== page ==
I tried to dial mine in using measurements of bed height rather than free movements of the shafts... and it did kinda work but it made my head hurt at times. The whole y axis seems like a pretty poor design, I might have to make an upgrade at some point.
aaaaannd... did anyone look inside the case at how the mounts are connected? It's possible that the issue could be more efficiently addressed by simply adjusting the mounting bolts or mounting surface itself, or maybe adding a shim.
I'm just guessing though.
The other thing that probably bears a mention: is that this issue may be a non-issue for many people, and is only being interpreted as one by assumption. No bed is ever perfectly flat, and the people focusing on it are often looking for it in their first 3d printer, and subsequently highlighting any deviation as critically important. Obviously perfection is ideal, but in most cases the typical flatness deviation is fairly inconsequential.
Given the obvious inaccuracy of peoples measuring techniques, a surface deviation of half a millimetre is a fair bit, but possibly not serious if it's really anything less than that. ironically this is what 9 point auto-leveling is for. ..even if we can't do that on the i3 mega.
Putting any pressure whatsoever, or even just general vibration to the machine can and usually does cause the unpowered Z axis motors to slouch... ie: the x carriage crossbars drop. Almost always unevenly and imperceptibly.
It would be far more reliable to measure from the plate metal on the case somewhere that isn't a moving component.
Nice video, thanks for sharing :)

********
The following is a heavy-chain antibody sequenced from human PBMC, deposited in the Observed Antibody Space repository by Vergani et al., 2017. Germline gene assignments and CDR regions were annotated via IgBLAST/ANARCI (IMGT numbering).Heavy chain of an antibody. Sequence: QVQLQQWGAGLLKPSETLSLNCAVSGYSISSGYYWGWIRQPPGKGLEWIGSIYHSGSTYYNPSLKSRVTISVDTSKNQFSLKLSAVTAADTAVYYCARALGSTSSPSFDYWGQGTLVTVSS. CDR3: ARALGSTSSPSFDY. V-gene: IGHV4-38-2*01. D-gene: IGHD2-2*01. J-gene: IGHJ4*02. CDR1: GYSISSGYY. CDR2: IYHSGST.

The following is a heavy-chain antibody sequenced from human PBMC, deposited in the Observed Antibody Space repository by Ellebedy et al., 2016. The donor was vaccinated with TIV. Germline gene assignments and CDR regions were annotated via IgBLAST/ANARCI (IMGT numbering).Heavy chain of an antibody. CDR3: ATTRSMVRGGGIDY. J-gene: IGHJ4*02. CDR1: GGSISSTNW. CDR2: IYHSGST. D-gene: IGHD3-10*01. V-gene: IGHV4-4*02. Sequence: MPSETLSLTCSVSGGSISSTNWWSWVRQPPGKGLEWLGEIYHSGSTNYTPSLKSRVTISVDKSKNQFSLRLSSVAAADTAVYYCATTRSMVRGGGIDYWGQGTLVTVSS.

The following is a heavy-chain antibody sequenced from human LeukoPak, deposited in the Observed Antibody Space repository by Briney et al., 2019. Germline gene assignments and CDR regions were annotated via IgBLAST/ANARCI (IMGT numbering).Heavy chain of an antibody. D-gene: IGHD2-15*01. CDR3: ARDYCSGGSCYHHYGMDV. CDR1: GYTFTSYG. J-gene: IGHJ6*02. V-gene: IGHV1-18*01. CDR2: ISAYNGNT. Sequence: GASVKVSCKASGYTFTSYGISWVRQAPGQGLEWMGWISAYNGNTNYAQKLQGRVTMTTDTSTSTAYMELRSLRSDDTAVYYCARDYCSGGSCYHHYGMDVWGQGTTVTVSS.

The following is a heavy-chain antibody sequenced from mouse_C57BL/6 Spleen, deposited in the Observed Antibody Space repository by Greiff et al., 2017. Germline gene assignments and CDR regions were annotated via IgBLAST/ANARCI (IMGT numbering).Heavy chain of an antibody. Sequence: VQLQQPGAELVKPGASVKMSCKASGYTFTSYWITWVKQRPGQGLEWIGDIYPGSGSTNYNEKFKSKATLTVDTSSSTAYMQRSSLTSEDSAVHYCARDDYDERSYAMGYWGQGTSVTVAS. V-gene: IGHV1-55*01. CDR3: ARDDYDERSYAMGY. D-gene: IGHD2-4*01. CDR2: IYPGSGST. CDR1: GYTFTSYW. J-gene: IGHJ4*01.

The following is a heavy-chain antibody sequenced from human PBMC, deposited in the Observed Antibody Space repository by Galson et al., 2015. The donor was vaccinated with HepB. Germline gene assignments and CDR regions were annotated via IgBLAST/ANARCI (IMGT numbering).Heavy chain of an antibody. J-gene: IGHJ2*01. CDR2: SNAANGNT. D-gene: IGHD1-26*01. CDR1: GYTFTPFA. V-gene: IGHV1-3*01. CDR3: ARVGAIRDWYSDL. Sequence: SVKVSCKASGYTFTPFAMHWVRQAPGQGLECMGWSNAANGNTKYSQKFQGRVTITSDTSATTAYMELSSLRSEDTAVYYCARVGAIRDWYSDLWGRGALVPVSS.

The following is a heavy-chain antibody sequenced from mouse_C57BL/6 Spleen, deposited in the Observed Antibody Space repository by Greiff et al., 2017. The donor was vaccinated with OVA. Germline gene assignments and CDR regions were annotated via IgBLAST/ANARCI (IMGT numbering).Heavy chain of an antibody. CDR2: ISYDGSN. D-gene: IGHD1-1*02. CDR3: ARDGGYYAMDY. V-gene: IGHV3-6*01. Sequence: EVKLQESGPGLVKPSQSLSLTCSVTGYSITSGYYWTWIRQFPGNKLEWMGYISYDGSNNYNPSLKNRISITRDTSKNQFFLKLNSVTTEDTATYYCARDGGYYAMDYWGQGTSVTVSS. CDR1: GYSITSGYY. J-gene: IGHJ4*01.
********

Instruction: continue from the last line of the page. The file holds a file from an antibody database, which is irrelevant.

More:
Yes, excellent video indeed! I think yours (Funkster's) was worse off than mine, and I agree about making those mounts bigger or perhaps one piece. I too had a slight residual variance even when the mounts were eventually trued up. My shafts had a vary slight, but permanent bow left in them (you can see it slightly by rolling them on the table), and I used that bow to fine tune the residual variance by orienting (rotating) them in the mounts, pointing the bow in the direction I needed to compensate. If you need just a little compensation you would rotate it only a few degrees in that direction. If no adjustment was needed, you would just leave them with the bows outward or inward (not up or down) so they wouldn't affect height at all as the table moved. The amount of bow was not enough to bind the rollers so it seemed ok.
Sneaky! I didn't take the shafts all the way out to check for straightness, but turning them in place and measuring the change sounds like a reasonable experiment. I did notice that there was a side-to-side deviation when unhooked from one end, which could have been due to bend in the shaft - I assumed the mount was misaligned turnwise also. Alternatively it might be that the bearings on the bed are not the correct distance apart!
Given the robust construction of the rest of the machine, the flimsyness of the Y axis is pretty poor. I've got a feeling that I might be turning the handles on my friend's Bridgeport again some time soon...